MODIS (or Moderate Resolution Imaging Spectroradiometer) is a key instrument aboard the Terra (originally known as EOS AM-1) and Aqua (originally known as EOS PM-1) satellites. Terra's orbit around the Earth is timed so that it passes from north to south across the equator in the morning, while Aqua passes south to north over the equator in the afternoon. Terra MODIS and Aqua MODIS are viewing the entire Earth's surface every 1 to 2 days, acquiring data in 36 spectral bands, or groups of wavelengths (see MODIS Technical Specifications).
This dataset hosts 31 individual environmental indicator assessments that are in the **State of Environment and Conservation in the Pacific Islands : 2020 Regional report.**
Regional indicators are used to understand the current status of conservation in the region and to establish a process for periodic reviews of the status of biodiversity and implementation of environmental management measures in the Pacific islands region.
Each Pacific regional indicator is assessed with regard to:
This first state of the environment report for the Pacific region uses regional environment indicators to assess the status, trends, and data quality and availability for the endorsed Pacific environmental priorities. This report also includes an update of the State of Conservation in Oceania report produced in 2013, which was endorsed and published in 2017.
This dataset holds all media resources for the State of Environment and Conservation in the Pacific Islands: 2020 Regional Report
State of Environment (SoE) reports provide in-country partners with a process to gather data on current environmental indicators, document their status, and formulate a plan for keeping these indicators on track or developing policies and programs as needed. This SoE Toolkit dataset contains resources that serve as guides to help create up-to-date State of Environment reports.
This article explores the phenomenon of the use of ICT for climate change activism in the Pacific.
This compendium presents a wide-ranging overview of more than 400 projects, case studies and research activities specifically related to climate change and Indigenous Peoples. It provides a sketch of the climate and environmental changes, local observations and impacts being felt by communities in different regions, and outlines various adaptation and mitigation strategies that are currently being implemented by Indigenous Peoples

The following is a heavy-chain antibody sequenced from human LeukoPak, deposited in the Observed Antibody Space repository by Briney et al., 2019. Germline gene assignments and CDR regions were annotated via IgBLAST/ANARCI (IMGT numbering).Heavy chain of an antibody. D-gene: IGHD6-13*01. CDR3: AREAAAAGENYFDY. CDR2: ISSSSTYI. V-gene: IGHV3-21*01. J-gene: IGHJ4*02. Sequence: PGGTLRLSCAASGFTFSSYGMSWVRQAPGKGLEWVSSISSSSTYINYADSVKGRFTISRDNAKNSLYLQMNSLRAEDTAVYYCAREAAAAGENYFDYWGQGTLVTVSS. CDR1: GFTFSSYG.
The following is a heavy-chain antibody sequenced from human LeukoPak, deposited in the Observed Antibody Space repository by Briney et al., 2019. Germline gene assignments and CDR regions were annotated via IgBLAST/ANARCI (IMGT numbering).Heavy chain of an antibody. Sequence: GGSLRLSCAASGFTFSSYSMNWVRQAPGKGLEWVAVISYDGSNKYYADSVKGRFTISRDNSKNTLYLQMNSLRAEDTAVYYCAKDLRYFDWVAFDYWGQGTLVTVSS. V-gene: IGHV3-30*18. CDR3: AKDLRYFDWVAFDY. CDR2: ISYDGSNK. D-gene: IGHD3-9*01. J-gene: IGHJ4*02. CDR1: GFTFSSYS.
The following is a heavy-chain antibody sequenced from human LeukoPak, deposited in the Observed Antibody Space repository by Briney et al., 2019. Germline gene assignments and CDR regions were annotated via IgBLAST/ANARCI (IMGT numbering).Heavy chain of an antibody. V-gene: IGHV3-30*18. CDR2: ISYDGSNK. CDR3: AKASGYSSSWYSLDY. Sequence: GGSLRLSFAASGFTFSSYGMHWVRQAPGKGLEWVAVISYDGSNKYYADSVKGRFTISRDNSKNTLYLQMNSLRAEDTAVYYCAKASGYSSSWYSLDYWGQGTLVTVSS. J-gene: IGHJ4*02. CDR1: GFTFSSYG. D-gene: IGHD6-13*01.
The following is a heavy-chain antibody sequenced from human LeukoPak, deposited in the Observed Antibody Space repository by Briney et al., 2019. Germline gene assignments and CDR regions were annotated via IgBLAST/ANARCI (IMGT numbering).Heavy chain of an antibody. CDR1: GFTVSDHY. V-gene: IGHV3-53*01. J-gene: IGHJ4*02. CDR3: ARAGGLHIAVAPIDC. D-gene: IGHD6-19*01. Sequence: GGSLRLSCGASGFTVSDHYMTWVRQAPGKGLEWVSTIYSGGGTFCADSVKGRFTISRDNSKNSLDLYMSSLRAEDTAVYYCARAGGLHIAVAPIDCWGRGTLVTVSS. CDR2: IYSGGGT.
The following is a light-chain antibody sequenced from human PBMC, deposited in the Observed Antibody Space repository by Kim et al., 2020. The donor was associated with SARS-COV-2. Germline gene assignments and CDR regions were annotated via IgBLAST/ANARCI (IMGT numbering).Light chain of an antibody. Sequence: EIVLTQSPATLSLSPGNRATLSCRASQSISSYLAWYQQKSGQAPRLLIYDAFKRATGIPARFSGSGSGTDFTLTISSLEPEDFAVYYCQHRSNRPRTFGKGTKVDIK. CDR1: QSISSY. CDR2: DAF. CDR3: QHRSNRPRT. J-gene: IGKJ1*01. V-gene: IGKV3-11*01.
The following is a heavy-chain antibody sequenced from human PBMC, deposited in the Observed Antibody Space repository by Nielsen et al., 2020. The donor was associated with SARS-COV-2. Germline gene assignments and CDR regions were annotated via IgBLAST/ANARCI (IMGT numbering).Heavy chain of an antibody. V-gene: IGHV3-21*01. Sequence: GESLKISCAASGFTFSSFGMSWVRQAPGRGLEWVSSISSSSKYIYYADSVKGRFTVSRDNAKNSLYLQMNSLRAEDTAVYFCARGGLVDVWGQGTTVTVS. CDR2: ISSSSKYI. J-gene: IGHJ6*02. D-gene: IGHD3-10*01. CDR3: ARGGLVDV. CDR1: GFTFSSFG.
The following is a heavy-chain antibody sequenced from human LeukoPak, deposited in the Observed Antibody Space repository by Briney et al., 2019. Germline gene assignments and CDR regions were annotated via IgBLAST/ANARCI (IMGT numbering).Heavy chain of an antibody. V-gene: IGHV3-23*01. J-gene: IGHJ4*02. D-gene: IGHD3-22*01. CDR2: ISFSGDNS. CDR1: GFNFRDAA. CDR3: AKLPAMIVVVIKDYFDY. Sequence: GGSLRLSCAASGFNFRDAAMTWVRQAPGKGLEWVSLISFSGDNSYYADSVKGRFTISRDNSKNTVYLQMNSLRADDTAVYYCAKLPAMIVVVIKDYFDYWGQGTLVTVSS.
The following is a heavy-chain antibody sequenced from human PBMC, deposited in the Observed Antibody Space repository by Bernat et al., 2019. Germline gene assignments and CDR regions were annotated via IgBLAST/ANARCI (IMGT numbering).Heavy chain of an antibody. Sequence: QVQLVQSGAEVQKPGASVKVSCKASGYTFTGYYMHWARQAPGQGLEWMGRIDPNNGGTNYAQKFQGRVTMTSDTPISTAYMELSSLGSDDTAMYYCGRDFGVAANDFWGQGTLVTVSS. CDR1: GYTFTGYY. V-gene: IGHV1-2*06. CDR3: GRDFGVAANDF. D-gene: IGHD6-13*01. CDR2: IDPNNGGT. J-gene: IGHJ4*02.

This Special Issue of the Journal of South Pacific Law aims to provide insight into the role of international law in addressing the short-term and long-term challenges posed by climate change to Pacific Island States and their populations. It focuses on the two international legal frameworks that were designed to protect the Earth’s climate system and the human person: international climate change law on the one hand, and international human rights law on the other.
A Pacific information brief from the Pacific Invasives Partnership (a working group of the Roundtable for Nature Conservation in the Pacific Islands)
This report is primarily directed to analyzing the legal aspects of ecosystem-based adaptation to climate change. It sketches the impacts of climate change in the Pacific Island countries, recognizing that climate change directly impacts ecosystems, which provide for the needs of people as well as for the maintenance of the natural environment.